Something else that bothered me about the book was that there were some character simply pushed into the background. The "A Time to..." series had done a great job of finally finding a place for Beverly Crusher and Deanna Troi on the Enterprise. They weren't just the ignored and flat characters they were in the actual show but important members of the crew who could go outside their usual duties and offer something to the plot. Crusher only appears once or twice but all the build-up she had been given during the start of the series and through the last novel, "A Time to Hate," seems to have fallen off. She's just a doctor who may have a job. She's avoiding Picard and apparently hasn't been speaking to him as they usually have. I find that hard to believe based upon how she was in Next Generation and in this series. Troi, who ended "Hate" with questions about her own career and having really contributed to the Delta Sigma situation is stripped of all that made her a great character and is left rather stale. She's just the counselor and suddenly she's crying and an emotional 1950s lady in distress at the end. To me, these things were unfortunate. Why not find a way to work the entire crew into the fold as the past books have?
This book also felt as if it didn't fall into the rest of the "A Time to..." series. Perhaps it's the fault of the setup of the group. We don't hear how the admiralty and Starfleet Command reacted to Picard's actions at Delta Sigma in the last books. We just skip ahead to this new mission without much mentioning of the events of past books. Even when meeting with the admirals, I felt as if that entire "A Time to be Born" had never happened. From how it was being hyped, it wasn't something that was easily going to be forgotten. Nachayev, Janeway, and Ross who have all been involved to some degree in the Enterprise's "A Time to..." events come off as if they have amnesia and this is just another mission worthy of the Federation's flagship. Also, the La Forge and Data plot of the resource situation, something rather big and important, isn't even given a mentioning. "A Time to Kill" seems to have set off on its own, like an unruly child, being a tad bit rebellious and setting itself apart from the rest of the group. That's good in a way because it makes for an interesting novel that's above average. It's bad in that it gives the "A Time to..." series a rather interupted feeling.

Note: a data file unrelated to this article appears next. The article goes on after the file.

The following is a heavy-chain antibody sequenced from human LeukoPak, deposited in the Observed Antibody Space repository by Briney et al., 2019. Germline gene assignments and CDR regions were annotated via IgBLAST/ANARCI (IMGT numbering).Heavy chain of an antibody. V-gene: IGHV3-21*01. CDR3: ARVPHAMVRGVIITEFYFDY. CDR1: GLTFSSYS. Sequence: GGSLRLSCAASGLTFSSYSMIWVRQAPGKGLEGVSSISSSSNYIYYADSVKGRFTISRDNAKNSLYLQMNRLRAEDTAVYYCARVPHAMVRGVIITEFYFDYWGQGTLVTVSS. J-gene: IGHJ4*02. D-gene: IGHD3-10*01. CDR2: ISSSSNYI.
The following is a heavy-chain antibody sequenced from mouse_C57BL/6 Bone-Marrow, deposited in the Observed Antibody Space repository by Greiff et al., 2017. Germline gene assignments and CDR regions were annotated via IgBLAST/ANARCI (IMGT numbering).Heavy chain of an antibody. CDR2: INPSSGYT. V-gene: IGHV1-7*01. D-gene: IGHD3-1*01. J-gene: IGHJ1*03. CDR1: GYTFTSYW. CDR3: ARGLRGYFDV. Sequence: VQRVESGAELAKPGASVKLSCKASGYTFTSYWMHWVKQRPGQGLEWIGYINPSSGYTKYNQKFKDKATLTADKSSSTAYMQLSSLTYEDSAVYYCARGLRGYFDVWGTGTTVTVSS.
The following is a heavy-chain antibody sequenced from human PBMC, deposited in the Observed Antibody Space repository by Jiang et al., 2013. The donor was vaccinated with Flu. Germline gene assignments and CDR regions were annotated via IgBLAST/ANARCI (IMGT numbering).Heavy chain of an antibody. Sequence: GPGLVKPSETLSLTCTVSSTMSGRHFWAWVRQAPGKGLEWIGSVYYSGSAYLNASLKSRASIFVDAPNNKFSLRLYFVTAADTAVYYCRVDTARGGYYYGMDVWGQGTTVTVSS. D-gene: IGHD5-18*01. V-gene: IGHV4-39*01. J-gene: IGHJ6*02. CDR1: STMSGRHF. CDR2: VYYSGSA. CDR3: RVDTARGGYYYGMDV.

This review though is bases solely on this novel. The next in the series, "A Time to Heal," is a continuation of this novel and may deal with some of the short commings I personally felt this novel had. Alone, it is a good novel though and worthy of your money and time. I don't feel as if reading the past novels are really required for this installment but it certainly wouldn't hurt.
Well-written and fast-paced, little time is wasted on the introspection of the main characters. Instead, the plot quickly opens, revealing a new, post-Dominion War Federation that can no longer disguise its misdoings beneath the guise of "Patriotism."
Assigned a mission they are not even expected to accomplish successfully, the crew of the USS Enterprise-E must, and does, endeavor to to save the lives of billions of innocent (and not-so-innocent) people from annihalation.
I thoroughly enjoyed this book because it dared to explore the notion that the (UN)ited Federation of Planets is concerned firstly with its own survival and secondly with maintaining its apparently sterling reputation. It was also nice to see Worf in action again.